• People who signed up for collaborative law tended to be low conflict, though this did not preclude the need for emotional support in the process.
  • Given issues around emotional readiness, combining private dispute resolution with mental health intervention may enhance capacity to reach agreement.
  • All three processes aim to focus on children’s welfare, although such a focus can be difficult to maintain in practice and requires conscious effort.
  • There is an argument for more systematic inclusion of children’s voices in all three processes.
  • Unlike solicitor negotiations, collaborative law consciously attempts to counteract polarization of the parties by focusing on their common interests.
  • The construction of court proceedings as always the worst option seemed to be an exaggeration.
  • The incidence of collaborative law was too low to compare statistically, but seems to achieve high resolution rates, particularly on financial matters.
  • Satisfaction with collaborative law is very high for both process and outcomes, although parties tend to have higher resources.
  • The majority of parties in collaborative law cases indicated that they settled because they reached an agreement they viewed as fair.
  • Not all cases can be resolved by a private dispute resolution process.  For some, pursuit of “justice” or what they perceive to be the right outcome is critical and trumps the expediency of reaching a private agreement.
  • Collaborative law can often improve communication between the parties.
  • The collaborative process gives clients a structured environment in which to have difficult conversations and to normalize effective patterns of dealing with each other in the future.
  • One wife who used collaborative law, whose husband had dominated her in the relationship, did feel that the collaborative process had improved communication by empowering her.
  • Where there is a dispute involving children, good practice involves ensuring the agenda is driven by their needs and welfare, not by the “rights” of the adults, and is carefully steered by the practitioners.
  • Dealing with rather than sidestepping clients’ emotions was appreciated and helped to contain conflict.
  • In collaborative law, the anchor statements made by the parties and lawyers at the outset appeared to work well to set a conciliatory tone, and in some cases effective team work between all participants meant that it was easy to forget which lawyer was representing which party.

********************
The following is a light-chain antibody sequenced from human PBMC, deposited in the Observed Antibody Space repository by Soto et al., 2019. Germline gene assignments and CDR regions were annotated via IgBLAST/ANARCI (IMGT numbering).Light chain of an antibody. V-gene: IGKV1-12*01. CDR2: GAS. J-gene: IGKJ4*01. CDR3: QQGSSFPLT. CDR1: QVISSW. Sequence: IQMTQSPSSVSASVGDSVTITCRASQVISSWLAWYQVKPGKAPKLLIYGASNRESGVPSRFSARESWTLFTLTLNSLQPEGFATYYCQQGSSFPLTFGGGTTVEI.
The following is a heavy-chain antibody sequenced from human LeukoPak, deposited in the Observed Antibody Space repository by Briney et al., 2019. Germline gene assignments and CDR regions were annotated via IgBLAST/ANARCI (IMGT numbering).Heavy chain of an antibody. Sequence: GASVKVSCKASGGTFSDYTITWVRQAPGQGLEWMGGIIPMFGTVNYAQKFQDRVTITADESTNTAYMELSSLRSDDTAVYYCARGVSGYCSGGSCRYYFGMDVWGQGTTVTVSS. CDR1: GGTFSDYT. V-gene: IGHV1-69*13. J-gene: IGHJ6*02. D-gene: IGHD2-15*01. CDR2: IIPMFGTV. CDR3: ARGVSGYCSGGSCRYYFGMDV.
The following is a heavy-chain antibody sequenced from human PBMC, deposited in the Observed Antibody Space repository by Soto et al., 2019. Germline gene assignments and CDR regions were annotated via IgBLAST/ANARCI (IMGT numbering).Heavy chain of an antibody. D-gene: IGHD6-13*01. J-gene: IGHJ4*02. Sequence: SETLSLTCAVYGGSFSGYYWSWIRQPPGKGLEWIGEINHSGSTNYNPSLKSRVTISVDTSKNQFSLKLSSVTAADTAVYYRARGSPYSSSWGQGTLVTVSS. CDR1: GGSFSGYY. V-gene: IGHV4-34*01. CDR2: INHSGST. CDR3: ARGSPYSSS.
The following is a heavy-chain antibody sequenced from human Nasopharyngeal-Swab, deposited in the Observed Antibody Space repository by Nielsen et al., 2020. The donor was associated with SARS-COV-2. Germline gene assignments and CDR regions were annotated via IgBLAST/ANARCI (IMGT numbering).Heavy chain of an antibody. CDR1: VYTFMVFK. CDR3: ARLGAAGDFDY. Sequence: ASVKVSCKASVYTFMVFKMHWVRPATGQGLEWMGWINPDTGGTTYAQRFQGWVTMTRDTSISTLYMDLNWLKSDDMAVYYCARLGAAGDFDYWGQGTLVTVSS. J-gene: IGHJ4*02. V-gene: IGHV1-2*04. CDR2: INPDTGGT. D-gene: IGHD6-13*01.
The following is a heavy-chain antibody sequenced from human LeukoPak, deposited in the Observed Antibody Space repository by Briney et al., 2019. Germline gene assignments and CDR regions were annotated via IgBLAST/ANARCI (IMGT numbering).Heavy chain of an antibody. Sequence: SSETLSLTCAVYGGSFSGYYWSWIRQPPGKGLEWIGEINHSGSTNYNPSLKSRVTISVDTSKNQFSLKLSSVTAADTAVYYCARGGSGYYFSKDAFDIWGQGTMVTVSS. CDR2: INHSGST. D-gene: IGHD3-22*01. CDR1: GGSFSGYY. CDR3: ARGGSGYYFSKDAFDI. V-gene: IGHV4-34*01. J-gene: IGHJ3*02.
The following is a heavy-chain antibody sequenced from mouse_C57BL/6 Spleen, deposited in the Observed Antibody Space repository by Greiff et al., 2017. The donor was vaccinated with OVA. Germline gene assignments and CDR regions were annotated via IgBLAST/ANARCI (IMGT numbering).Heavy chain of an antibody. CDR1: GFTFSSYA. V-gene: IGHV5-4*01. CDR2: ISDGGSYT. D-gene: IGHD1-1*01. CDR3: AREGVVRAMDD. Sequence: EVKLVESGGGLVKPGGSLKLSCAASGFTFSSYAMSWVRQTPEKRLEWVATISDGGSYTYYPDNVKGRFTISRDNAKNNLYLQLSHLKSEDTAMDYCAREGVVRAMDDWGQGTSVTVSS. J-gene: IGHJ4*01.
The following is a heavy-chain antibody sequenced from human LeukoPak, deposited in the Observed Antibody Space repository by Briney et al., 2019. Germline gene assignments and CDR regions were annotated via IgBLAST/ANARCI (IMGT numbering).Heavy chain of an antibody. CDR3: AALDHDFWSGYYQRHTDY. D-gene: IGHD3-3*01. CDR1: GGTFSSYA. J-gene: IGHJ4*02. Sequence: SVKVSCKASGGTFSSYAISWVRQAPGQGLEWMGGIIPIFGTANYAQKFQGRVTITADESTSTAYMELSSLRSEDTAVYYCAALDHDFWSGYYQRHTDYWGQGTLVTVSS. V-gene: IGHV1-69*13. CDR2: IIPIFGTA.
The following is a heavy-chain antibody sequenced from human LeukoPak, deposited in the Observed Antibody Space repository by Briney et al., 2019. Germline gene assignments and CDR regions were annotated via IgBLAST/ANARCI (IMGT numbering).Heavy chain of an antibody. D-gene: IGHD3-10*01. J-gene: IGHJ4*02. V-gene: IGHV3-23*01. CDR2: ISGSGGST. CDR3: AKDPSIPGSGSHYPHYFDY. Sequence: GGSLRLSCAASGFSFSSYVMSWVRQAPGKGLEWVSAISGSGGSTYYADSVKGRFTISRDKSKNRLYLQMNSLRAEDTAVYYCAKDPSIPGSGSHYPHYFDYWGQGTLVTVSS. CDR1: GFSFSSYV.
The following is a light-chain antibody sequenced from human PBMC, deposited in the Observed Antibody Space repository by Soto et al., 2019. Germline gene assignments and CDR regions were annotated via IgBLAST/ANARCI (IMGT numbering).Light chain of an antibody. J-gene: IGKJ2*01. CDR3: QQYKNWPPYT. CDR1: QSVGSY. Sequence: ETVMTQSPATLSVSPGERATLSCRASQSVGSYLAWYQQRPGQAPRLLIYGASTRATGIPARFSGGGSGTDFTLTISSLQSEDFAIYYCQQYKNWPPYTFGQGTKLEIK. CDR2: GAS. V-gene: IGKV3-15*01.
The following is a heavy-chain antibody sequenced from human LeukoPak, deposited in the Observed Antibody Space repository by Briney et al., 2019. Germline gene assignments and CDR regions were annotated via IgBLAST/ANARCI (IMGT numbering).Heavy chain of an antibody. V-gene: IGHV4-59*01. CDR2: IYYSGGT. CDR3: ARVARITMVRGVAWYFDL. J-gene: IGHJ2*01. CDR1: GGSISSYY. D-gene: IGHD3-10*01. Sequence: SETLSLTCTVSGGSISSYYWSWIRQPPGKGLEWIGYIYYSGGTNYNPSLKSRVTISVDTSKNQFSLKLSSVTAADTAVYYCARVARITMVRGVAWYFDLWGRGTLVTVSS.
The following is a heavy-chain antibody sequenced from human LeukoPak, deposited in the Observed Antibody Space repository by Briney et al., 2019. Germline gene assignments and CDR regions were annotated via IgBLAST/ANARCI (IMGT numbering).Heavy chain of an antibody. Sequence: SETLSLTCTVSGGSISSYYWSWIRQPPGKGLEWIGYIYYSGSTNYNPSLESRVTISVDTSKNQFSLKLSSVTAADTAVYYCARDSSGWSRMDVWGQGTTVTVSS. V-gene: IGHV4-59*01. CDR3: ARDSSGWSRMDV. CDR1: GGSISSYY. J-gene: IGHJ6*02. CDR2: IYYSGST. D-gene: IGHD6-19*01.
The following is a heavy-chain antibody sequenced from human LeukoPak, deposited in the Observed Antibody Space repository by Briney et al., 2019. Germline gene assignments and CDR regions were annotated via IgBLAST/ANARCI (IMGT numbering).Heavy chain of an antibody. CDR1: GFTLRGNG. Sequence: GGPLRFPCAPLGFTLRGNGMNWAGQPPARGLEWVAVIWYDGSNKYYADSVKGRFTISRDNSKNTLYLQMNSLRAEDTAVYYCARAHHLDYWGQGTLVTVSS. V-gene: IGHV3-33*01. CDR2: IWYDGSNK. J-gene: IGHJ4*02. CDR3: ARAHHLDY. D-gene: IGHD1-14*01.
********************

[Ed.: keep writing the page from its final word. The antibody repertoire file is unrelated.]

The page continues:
• Signing up to the collaborative process from the outset engenders confidence in the process.
  • “Weaker” or more vulnerable parties may need support from both lawyers.
  • The ability to help the parties is enhanced by the establishment of cooperative relationships between lawyers, mental health professionals, financial professionals, and child consultants.

As mentioned above, these findings may not be representative of collaborative divorce cases as a whole, and they may not take into accountant differences in practice between U.K. and Florida collaborative professionals.  But, at the same time, they do provide a glimpse for spouses considering the collaborative process and professionals looking to improve the process.

If you want to learn more about how collaborative law can help your family, schedule a consultation with Family Diplomacy at (813) 443-0615 or fill out our contact form.  Our firm represents clients in Hillsborough, Pinellas, Pasco, Sarasota, Manatee, and Hernando counties and throughout the State of Florida.

Adam B. Cordover is co-chair of the Research Committee of the Collaborative Family Law Council of Florida, as well as a member of the Research Committee of the International Academy of Collaborative Professionals.  Adam is also president of Next Generation Divorce, a network of independent attorneys, mental health professionals, and financial professionals dedicated to educating the public about collaborative practice.